40%****** of current account holders used their overdraft in the past year and around the same percentage don’t know what their provider’s current overdraft fees are.
Applying for a travel credit card and paying it off in full every month may be a way to avoid fees.
But beware – 39%****** of people don’t pay off their credit card each month and this can lead to high interest payments.
******Figures according to Compare the Market research.
Frequently asked questions
What’s the problem with using a regular debit or credit card abroad?
As well as standard fees and foreign use charges, some credit cards will charge you interest for using your card outside the UK – even if you pay off the balance in full. You might also be charged if you use your credit card to take money out of an ATM.
What exchange rate do I get with a travel credit card?
The exchange rate with travel credit cards is usually very competitive, but check before you travel.
Do I need to let my bank know that I’m travelling abroad?
It’s a good idea to let your bank know or you run the risk of your card being blocked because your provider thinks it’s been stolen. You’ll find you can often report an upcoming holiday via your online banking.
It’s also advisable to note down your bank’s helpline number, just in case you have any problems while you’re away or your card is stolen.
Should I use a travel credit card or withdraw cash when travelling abroad?
When on holiday or travelling abroad, it usually makes sense to use a travel credit card rather than withdrawing cash. This is because there’s a fee each time you withdraw cash from an ATM while you’re abroad.
Should I pay in local currency or sterling when travelling abroad?
When you pay by card abroad, you’re likely to be asked whether to accept the price in the local currency or convert it to sterling. Always pay in the local currency because converting to sterling typically comes with higher fees.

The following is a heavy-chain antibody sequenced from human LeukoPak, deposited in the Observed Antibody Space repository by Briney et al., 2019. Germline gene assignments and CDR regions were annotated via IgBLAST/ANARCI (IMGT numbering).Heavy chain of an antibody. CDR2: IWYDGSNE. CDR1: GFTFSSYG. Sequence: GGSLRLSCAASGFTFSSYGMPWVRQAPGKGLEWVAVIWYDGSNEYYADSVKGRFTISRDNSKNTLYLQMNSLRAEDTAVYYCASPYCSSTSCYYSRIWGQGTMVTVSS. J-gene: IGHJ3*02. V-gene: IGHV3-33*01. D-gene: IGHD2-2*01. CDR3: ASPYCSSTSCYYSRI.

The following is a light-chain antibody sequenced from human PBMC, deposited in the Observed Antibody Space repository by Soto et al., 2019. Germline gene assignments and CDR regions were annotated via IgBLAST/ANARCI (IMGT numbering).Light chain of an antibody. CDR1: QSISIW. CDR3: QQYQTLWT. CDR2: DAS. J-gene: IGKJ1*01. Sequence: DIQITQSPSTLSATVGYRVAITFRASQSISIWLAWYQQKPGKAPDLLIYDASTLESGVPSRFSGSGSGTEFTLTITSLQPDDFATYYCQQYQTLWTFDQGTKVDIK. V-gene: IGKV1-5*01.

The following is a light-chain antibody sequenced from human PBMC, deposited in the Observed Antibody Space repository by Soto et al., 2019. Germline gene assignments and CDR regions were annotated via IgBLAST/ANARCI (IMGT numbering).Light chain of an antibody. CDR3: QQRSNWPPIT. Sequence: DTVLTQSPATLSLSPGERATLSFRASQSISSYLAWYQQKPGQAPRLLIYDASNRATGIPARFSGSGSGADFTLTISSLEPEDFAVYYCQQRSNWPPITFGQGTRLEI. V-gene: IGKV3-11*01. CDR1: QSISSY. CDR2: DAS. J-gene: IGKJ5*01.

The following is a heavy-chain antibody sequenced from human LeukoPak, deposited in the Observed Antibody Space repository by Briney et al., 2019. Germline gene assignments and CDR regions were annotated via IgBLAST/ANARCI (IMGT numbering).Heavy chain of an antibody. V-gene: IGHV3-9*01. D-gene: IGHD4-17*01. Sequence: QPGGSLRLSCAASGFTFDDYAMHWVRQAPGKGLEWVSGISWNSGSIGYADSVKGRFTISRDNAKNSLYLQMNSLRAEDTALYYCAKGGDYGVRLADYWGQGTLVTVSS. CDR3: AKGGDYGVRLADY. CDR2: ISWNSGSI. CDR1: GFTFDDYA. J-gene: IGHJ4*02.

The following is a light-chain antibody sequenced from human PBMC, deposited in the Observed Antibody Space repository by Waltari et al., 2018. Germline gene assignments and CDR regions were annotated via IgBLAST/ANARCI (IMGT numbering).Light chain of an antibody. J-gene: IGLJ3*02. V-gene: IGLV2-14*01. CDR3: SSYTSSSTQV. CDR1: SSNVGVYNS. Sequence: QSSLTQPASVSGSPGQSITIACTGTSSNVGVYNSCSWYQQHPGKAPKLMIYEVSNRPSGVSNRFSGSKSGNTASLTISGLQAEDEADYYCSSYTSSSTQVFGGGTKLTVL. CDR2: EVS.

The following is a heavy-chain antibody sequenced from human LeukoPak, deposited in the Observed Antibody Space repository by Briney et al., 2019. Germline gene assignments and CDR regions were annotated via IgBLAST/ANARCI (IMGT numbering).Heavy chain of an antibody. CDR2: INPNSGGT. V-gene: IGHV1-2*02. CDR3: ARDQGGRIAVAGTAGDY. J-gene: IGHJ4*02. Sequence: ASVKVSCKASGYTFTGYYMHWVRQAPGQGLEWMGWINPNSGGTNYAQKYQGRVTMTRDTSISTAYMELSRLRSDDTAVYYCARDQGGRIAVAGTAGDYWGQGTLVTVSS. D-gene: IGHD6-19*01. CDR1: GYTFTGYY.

Can my credit card get blocked when spending abroad?
If you’ve told your bank that you’ll be abroad your travel credit card shouldn’t get blocked, but occasionally it can still happen because of security measures to protect you from fraud. Your credit card should have an international contact number on the back in case you have trouble using it.
Are my purchases protected when I use a credit card?
In some circumstances, under Section 75 of the Consumer Credit Act, you may be able to claim your money back for purchases you make with your travel credit card if something goes wrong. This protection can apply to purchases valued at between £100 and £30,000. However, this isn’t automatic. It depends on all the relevant facts, including the supplier’s terms and conditions, the Mastercard or Visa scheme rules and the card issuer’s approach.
How can I ensure credit card security abroad?
It goes without saying that you should keep your credit card safe, whether you’re at home in the UK or overseas. Keep it close and don’t reveal your PIN to anyone – shield the keypad when you’re carrying out a transaction or when you make a withdrawal.
If your card is lost or stolen abroad it’s vital to let your card issuer know straightaway.
It’s a good idea to make a note of the 24-hour emergency phone number for your card issuer and keep it somewhere safe with your travel documents. You can usually find these quickly online too.
Visa has an app for use abroad to get help if your card is lost or stolen.
It also has a list of emergency numbers to contact if your card is lost or stolen.
Mastercard also has a list of global emergency contacts.
How can I find the best travel credit card for me?
Comparing with Compare the Market makes it easy to search for a travel credit card to suit your needs. If you see a deal that appeals, then simply click to find out more and start comparing travel credit cards today.